Compare and contrast is a common form of academic writing, either as an essay type on its own, or as part of a larger essay which includes one or more paragraphs which compare or contrast. This page gives information on what a compare and contrast essay is, how to structure this type of essay, how to use compare and contrast structure words, and how to make sure you use appropriate criteria for comparison/contrast. There is also an example compare and contrast essay on the topic of communication technology, as well as some exercises to help you practice this area.
What are compare & contrast essays?
To compare is to examine how things are similar, while to contrast is to see how they differ. A compare and contrast essay therefore looks at the similarities of two or more objects, and the differences. This essay type is common at university, where lecturers frequently test your understanding by asking you to compare and contrast two theories, two methods, two historical periods, two characters in a novel, etc. Sometimes the whole essay will compare and contrast, though sometimes the comparison or contrast may be only part of the essay. It is also possible, especially for short exam essays, that only the similarities or the differences, not both, will be discussed. See the examples below.
There are two main ways to structure a compare and contrast essay, namely using a block or a point-by-point structure. For the block structure, all of the information about one of the objects being compared/contrasted is given first, and all of the information about the other object is listed afterwards. This type of structure is similar to the block structure used for cause and effect and problem-solution essays. For the point-by-point structure, each similarity (or difference) for one object is followed immediately by the similarity (or difference) for the other. Both types of structure have their merits. The former is easier to write, while the latter is generally clearer as it ensures that the similarities/differences are more explicit.
The two types of structure, block and point-by-point, are shown in the diagram below.
Object 1 - Point 1
Object 1 - Point 2
Object 1 - Point 3
Object 2 - Point 1
Object 2 - Point 2
Object 2 - Point 3
Compare and Contrast Structure Words
Compare and contrast structure words are transition signals which show the similarities or differences. Below are some common examples.
Criteria for comparison/contrast
When making comparisons or contrasts, it is important to be clear what criteria you are using. Study the following example, which contrasts two people. Here the criteria are unclear.
Although this sentence has a contrast transition, the criteria for contrasting are not the same. The criteria used for Aaron are height (tall) and strength (strong). We would expect similar criteria to be used for Bruce (maybe he is short and weak), but instead we have new criteria, namely appearance (handsome) and intelligence (intelligent). This is a common mistake for students when writing this type of paragraph or essay. Compare the following, which has much clearer criteria (contrast structure words shown in bold).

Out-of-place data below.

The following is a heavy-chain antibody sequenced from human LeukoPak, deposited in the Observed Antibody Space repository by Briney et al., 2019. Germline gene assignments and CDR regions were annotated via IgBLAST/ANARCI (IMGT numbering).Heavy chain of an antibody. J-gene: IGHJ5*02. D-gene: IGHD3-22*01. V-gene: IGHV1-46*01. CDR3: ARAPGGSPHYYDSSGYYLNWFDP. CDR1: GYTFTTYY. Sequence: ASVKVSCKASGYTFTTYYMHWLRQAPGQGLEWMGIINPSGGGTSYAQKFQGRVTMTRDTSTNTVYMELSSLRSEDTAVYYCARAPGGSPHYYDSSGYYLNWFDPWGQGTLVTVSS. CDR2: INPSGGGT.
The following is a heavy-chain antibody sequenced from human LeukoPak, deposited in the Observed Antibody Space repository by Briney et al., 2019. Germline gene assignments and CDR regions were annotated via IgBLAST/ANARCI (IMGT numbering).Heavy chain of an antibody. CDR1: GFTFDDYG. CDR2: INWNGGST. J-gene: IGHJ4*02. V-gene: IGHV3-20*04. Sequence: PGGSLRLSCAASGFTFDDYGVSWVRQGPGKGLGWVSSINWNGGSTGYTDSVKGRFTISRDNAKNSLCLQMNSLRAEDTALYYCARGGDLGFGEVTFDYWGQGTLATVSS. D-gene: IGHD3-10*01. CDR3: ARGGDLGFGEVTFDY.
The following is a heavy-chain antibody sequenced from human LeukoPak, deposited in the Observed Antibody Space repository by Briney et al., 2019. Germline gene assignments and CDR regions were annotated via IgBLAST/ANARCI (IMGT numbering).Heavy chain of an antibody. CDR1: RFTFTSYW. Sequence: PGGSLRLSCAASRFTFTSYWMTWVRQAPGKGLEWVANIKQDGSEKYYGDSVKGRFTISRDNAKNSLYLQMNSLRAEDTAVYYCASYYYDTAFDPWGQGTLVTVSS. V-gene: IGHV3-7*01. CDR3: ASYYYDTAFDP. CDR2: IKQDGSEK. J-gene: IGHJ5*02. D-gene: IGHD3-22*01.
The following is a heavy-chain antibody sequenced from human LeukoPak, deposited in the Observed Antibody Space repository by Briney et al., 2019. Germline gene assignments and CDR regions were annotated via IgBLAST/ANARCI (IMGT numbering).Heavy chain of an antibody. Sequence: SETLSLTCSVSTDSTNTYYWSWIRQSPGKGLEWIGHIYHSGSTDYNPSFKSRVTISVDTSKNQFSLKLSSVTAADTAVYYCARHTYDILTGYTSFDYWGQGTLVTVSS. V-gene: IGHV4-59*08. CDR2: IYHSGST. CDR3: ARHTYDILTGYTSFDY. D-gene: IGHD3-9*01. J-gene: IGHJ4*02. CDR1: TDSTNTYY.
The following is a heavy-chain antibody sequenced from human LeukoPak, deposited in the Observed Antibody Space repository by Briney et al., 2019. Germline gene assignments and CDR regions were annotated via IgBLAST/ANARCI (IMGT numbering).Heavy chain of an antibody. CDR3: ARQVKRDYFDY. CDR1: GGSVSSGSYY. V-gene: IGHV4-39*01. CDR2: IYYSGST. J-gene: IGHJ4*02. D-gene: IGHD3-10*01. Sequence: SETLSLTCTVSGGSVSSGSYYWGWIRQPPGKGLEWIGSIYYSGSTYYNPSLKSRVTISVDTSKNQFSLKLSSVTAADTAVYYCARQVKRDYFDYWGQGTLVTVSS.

Below is a compare and contrast essay. This essay uses the point-by-point structure. Click on the different areas (in the shaded boxes to the right) to highlight the different structural aspects in this essay, i.e. similarities, differences, and structure words. This will highlight not simply the paragraphs, but also the thesis statement and summary, as these repeat the comparisons and contrasts contained in the main body.
Title: There have been many advances in technology over the past fifty years. These have revolutionised the way we communicate with people who are far away. Compare and contrast methods of communication used today with those which were used in the past.
Before the advent of computers and modern technology, people communicating over long distances used traditional means such as letters and the telephone. Nowadays we have a vast array of communication tools which can complete this task, ranging from email to instant messaging and video calls. While the present and previous means of communication are similar in their general form, they differ in regard to their speed and the range of tools available.
One similarity between current and previous methods of communication relates to the form of communication. In the past, both written forms such as letters were frequently used, in addition to oral forms such as telephone calls. Similarly, people nowadays use both of these forms. Just as in the past, written forms of communication are prevalent, for example via email and text messaging. In addition, oral forms are still used, including the telephone, mobile phone, and voice messages via instant messaging services.
However, there are clearly many differences in the way we communicate over long distances, the most notable of which is speed. This is most evident in relation to written forms of communication. In the past, letters would take days to arrive at their destination. In contrast, an email arrives almost instantaneously and can be read seconds after it was sent. In the past, if it was necessary to send a short message, for example at work, a memo could be passed around the office, which would take some time to circulate. This is different from the current situation, in which a text message can be sent immediately.